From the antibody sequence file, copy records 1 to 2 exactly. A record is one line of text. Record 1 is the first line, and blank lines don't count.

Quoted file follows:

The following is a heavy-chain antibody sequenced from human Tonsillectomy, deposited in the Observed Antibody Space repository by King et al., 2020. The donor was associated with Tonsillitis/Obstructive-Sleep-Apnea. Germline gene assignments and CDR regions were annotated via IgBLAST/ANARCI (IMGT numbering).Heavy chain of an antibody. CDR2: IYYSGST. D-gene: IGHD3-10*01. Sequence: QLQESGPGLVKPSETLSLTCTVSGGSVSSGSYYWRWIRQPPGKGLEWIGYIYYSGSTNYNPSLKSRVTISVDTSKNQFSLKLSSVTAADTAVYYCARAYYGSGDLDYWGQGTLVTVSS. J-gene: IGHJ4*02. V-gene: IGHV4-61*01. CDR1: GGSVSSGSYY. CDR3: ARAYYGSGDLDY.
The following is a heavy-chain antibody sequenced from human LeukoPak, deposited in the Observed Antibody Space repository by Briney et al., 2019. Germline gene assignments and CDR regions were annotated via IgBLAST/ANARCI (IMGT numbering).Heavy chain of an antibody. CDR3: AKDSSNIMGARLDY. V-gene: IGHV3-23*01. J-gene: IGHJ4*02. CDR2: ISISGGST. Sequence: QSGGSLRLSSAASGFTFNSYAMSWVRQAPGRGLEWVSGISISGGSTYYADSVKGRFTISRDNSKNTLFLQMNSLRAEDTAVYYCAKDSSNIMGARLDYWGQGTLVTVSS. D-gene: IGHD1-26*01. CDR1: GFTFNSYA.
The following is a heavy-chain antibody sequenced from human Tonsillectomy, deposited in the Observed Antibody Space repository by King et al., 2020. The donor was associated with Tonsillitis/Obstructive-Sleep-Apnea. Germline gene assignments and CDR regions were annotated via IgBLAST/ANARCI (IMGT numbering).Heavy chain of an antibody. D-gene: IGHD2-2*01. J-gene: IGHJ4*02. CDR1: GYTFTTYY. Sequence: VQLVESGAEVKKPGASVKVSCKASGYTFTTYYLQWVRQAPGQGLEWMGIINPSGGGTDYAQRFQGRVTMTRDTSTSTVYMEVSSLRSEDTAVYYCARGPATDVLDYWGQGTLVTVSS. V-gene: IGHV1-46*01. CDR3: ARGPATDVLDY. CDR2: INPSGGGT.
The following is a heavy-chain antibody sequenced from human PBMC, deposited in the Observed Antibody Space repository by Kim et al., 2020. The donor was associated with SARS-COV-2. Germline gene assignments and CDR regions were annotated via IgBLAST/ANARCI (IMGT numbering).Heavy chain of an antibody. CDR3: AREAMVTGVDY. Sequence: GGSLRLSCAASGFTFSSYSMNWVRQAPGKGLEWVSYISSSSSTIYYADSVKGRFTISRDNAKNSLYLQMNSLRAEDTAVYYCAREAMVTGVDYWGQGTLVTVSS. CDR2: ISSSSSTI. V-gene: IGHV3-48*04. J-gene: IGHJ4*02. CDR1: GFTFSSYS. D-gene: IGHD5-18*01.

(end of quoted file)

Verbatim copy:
The following is a heavy-chain antibody sequenced from human Tonsillectomy, deposited in the Observed Antibody Space repository by King et al., 2020. The donor was associated with Tonsillitis/Obstructive-Sleep-Apnea. Germline gene assignments and CDR regions were annotated via IgBLAST/ANARCI (IMGT numbering).Heavy chain of an antibody. CDR2: IYYSGST. D-gene: IGHD3-10*01. Sequence: QLQESGPGLVKPSETLSLTCTVSGGSVSSGSYYWRWIRQPPGKGLEWIGYIYYSGSTNYNPSLKSRVTISVDTSKNQFSLKLSSVTAADTAVYYCARAYYGSGDLDYWGQGTLVTVSS. J-gene: IGHJ4*02. V-gene: IGHV4-61*01. CDR1: GGSVSSGSYY. CDR3: ARAYYGSGDLDY.
The following is a heavy-chain antibody sequenced from human LeukoPak, deposited in the Observed Antibody Space repository by Briney et al., 2019. Germline gene assignments and CDR regions were annotated via IgBLAST/ANARCI (IMGT numbering).Heavy chain of an antibody. CDR3: AKDSSNIMGARLDY. V-gene: IGHV3-23*01. J-gene: IGHJ4*02. CDR2: ISISGGST. Sequence: QSGGSLRLSSAASGFTFNSYAMSWVRQAPGRGLEWVSGISISGGSTYYADSVKGRFTISRDNSKNTLFLQMNSLRAEDTAVYYCAKDSSNIMGARLDYWGQGTLVTVSS. D-gene: IGHD1-26*01. CDR1: GFTFNSYA.